Corki-dog joined our family as a ten-week-old puppy. We were looking for a youngster to give our elderly mongrel, Bunko, a new leash on life (yeah, I said that!) I visited a local rescue group’s website, armed with my Accomplice’s requests: smaller than 100 pound Bunko, less hairy (Bunko was a Chow/German shepherd/Aussie/border collie, and he had two thick coats that left his hair everywhere!), with a tail that was less lethal to cups of coffee left on the coffee table (Bunko’s tail was a glorious curling plume that did abundant damage)…
Oh, and he wanted a puppy who would bark less.
Enter Corki – so named because his tail belonged on a bulldog. It was stubby little thing with two distinct curls, so tight to his body that we could usually only tell he was wagging it if his entire backside wiggled! We were told he was a lab/shar pei, but, the first time he turned upside down, we were confronted with the truth – the huge jaw of an American Staffordshire Terrier – in slang terms, a pit bull. The end of his muzzle and his rear end, though, were slender, and I was sure he had Vizsla blood, as well.
Whatever his heritage, we saw him twice at the adoption clinics – the first time was to do our paperwork and get ready for a home visit, and the second time to adopt. We’d been looking at a different dog the first time, and so had only seen Corki briefly, in a pen with his eight siblings, none of whom had that lovely tail.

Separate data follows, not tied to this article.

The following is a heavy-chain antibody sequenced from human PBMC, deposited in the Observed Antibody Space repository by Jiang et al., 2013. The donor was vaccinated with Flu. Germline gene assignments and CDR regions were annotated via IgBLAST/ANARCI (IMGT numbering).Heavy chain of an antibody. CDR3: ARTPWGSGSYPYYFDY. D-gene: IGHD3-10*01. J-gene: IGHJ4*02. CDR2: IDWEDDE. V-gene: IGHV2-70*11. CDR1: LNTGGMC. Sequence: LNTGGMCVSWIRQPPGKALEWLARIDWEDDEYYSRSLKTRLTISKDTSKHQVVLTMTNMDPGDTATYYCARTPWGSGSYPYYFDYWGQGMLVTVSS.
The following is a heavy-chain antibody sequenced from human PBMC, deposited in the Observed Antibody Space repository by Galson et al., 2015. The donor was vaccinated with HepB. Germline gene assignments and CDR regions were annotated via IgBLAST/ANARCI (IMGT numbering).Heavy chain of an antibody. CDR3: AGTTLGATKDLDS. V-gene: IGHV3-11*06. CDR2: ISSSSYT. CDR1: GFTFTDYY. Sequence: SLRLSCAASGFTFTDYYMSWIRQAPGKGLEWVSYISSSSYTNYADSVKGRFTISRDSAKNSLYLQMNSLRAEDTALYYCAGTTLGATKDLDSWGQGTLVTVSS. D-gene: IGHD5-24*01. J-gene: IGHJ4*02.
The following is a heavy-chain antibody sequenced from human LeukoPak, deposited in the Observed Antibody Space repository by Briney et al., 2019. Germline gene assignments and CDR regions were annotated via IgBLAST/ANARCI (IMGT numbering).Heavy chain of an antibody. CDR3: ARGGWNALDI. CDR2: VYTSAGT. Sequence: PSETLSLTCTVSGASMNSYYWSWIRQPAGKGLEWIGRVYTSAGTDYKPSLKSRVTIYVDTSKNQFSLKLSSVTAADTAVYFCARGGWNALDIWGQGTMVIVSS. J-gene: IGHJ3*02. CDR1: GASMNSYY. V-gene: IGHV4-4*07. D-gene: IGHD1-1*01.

By the next weekend, we’d pretty much decided on him, and were there bright and early in hopes of bringing him home. I sat on the ground, and Corki was released from the pen – and trotted right over to plunk himself in my lap.
And that was that.
We brought him home in a cat carrier, and, when we opened it, he curled up on a blanket one of the kids had left on the living room floor and fell asleep. Just like that, he was part of the family – to everyone but Bunko, who never liked his new “companion.”
Corki grew up with the children, but, in the way of dogs, he aged faster. The last couple of years saw him going gray and slowing down, although he remained sweet-tempered and adoring.
It was mid-August when we noticed he wasn’t eating his dry kibble. We moistened it, and that helped for a few days. Then we went to a gravy-rich brand, then kibble with moist pieces, then canned food. He’d eat each for a day or two, then stop.
By then, we knew what was happening. Our beloved dog had a swift-moving cancer, and we had neither the money for expensive treatment, nor the wish to put him through that for the few weeks it might have bought him.
When he wouldn’t even eat cheese, his favorite human food, we knew he would die soon. He took to spending more time outside, and, on September 11, I saw him outside my bedroom window. I told him he was a good boy, and I loved him. He looked back at me.
Twenty minutes later, my Accomplice went out to bring him water, and he was dead.
To say he is missed is an understatement. He was family, plain and simple. He was part of the fabric of us, and we’re who we are in part because he was part of us.